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Can’t Afford a Computer? What If It’s $999?

With all the talk about personal computers, you’d think they were ubiquitous. But they’re not. Only about 35% of American homes have a PC, and the percentage is even lower in most other countries.

One reason is price. Releasing a PC priced at less than $1,000 has long been a goal for major PC makers hoping to reach first-time buyers and families looking for a second PC.

Although it’s been possible to buy no-name PC clones for less than $1,000, the big PC companies have typically priced their entry-level machines at about $1,500. That is now starting to change. Last week, Compaq announced the Presario 2100, a well-crafted home system with a suggested price of $999, not including the monitor. That price will also buy a Packard Bell C115 multimedia PC with a monitor. Or for $899, you can buy a Monorail PC with a built-in flat-panel display.

Compaq designed the 2100 not only to carve a niche in this new sub-$1,000 category, but also to fit reasonably well into a home’s decor. With its sleek black design, it looks more like a stereo than a computer.

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Though inexpensive, the machine is far from stripped-down. It comes with 24 megabytes of memory, a 2-gigabyte hard drive, an eight-speed CD-ROM and a 33.6-kilobytes-per-second internal modem. Bundled software includes Quicken, Microsoft Works, Compton’s Encyclopedia 97, Amazon Trail and Pinball 95.

As PCs go, the machine is quite easy to hook up. Just plug in the keyboard, mouse and monitor and turn it on. Plug a phone line into the internal modem and you’re ready to go online. There is no need to fool around with awkward external speakers; stereo speakers and the volume control are mounted inside the case.

Rather than the usual Intel Pentium, the system uses a 133-megahertz MediaGX central processor unit (CPU) from Cyrix. Aside from being cheaper than an equivalent Intel CPU, the MediaGX includes the circuitry to control audio, video, hard disk drive and other components, thereby reducing the size of the machine and the price by eliminating the need for additional chips and plug-in boards.

The lack of an Intel CPU is no reason to avoid a machine. Cyrix CPUs can run the same Windows 95 and MS-DOS software as Intel chips. I tested the machine with Microsoft Office 97 and other business programs; more important, my 10-year-old son, William--a tough critic--says it does a good job running his games and multimedia programs. As for peripherals, scanners, tape backup systems and Zip drives can plug into the machine’s printer port. You can also add additional memory.

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The Packard Bell C115 is a more traditional PC, with a 120-megahertz Intel Pentium CPU and 16 megabytes of memory, a 1.2-gigabyte hard drive, an 8X CD-ROM drive and a 33.6-Kbps modem, which can also be used as a speakerphone. The basic hardware is adequate for running Windows 95 and most applications, though you’d get a bit better performance by adding another 8 to 16 megabytes of memory. Unlike the Compaq system, the Packard Bell has four standard expansion slots, one of which is used by the internal modem.

The Packard Bell’s bundled software includes WordPerfect, Corel Quattro Pro, Microsoft Works and several entertainment programs. The machine was easy to set up, although having to use a special tool (included) to attach the speakers to the monitor is a bit tedious.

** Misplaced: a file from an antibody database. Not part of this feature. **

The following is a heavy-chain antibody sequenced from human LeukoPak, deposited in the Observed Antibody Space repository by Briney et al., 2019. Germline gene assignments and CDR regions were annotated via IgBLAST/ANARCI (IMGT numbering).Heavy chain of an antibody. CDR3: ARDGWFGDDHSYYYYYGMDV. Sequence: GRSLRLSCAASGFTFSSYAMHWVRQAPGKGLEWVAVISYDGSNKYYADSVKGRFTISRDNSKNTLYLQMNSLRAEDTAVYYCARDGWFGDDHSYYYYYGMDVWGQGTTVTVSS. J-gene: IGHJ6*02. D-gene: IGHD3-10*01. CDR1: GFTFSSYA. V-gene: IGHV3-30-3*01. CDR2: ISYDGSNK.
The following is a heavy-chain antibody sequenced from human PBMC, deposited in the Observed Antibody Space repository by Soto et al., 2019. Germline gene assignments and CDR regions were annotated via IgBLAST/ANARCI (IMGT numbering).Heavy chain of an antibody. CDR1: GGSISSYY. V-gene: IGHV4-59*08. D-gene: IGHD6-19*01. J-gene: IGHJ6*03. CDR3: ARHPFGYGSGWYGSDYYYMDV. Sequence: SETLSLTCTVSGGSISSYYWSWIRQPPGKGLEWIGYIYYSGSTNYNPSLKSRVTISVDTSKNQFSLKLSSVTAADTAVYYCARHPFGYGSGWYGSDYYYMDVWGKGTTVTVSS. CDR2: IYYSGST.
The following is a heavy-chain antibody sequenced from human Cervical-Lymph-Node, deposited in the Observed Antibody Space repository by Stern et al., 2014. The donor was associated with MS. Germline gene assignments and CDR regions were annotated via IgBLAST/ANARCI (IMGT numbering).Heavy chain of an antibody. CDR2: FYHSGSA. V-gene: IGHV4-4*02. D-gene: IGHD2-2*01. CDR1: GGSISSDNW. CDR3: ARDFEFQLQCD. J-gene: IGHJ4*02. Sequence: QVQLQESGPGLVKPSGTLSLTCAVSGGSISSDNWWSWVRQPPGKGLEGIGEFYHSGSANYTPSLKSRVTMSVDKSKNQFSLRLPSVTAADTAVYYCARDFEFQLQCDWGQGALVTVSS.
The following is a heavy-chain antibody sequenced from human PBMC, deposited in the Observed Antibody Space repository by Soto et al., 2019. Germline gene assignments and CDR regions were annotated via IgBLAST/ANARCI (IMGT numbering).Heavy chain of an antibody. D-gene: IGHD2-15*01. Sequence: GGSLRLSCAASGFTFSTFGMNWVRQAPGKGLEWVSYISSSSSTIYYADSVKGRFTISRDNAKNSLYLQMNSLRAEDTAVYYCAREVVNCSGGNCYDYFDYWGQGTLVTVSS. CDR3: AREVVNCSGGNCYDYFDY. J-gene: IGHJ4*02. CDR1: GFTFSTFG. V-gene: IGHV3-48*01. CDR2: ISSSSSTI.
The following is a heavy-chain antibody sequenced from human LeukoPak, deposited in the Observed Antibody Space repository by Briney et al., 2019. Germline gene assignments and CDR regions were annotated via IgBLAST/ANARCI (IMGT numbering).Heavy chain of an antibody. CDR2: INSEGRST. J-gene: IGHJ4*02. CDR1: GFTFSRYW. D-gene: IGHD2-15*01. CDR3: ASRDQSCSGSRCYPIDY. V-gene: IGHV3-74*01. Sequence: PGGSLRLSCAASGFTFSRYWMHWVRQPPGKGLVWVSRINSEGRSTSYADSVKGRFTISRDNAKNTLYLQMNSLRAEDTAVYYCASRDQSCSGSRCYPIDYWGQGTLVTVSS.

The $999 price includes an inferior monitor, which you should avoid. Text displayed by the 0.39-mm dot pitch monitor shipped with this machine is blurry and hard on the eyes. Never buy a monitor with a dot pitch higher than 0.28. You can buy the machine without a monitor for $799, or negotiate with your dealer for a better monitor.

If you buy either machine, I hope you don’t need to call technical support. Compaq charges up to $35, unless the problem is related to defective Compaq hardware or software. Packard Bell tech support, which is free, is notorious for its busy signals.

At first glance, the $899 Monorail 7245 PC from Atlanta-based Monorail Inc. ([888] 880-7245) looks cool and innovative. Instead of an external monitor, the machine’s main unit sports a built-in 10.4-inch dual-scan passive-matrix liquid crystal display, similar to what you’ll find in low-end notebook computers. That same unit also houses all the components, as well as the floppy drive, CD-ROM and hard drive.

Shipping a PC with a flat-panel display is, in theory, a good idea. But like other passive-matrix displays, the Monorail’s is duller than a standard monitor. The mouse cursor leaves an annoying trail or shadow when it moves. I’m willing to put up with the compromise on a notebook PC, but not at home, especially if the kids are using it for games.

What’s more, the basic system is pretty low-end. Its 75-MHz processor is slow by today’s standards, and the built-in 4X CD-ROM drive--while adequate--is far from state-of-the-art. The 90-day warranty is far below industry standards. The machine comes with 16 megabytes of memory (expandable) and a 1-gigabyte hard drive. There is also a 33.6-Kbps modem, 16-bit stereo sound and ports for a printer, serial device, game controller and external monitor. For $1,299, you can buy a similar machine with a 133-MHz CPU and a 2.1-gigabyte hard drive.

Lawrence J. Magid can be reached by e-mail at magid@latimes.com. His World Wide Web page is at https://larrysworld.com

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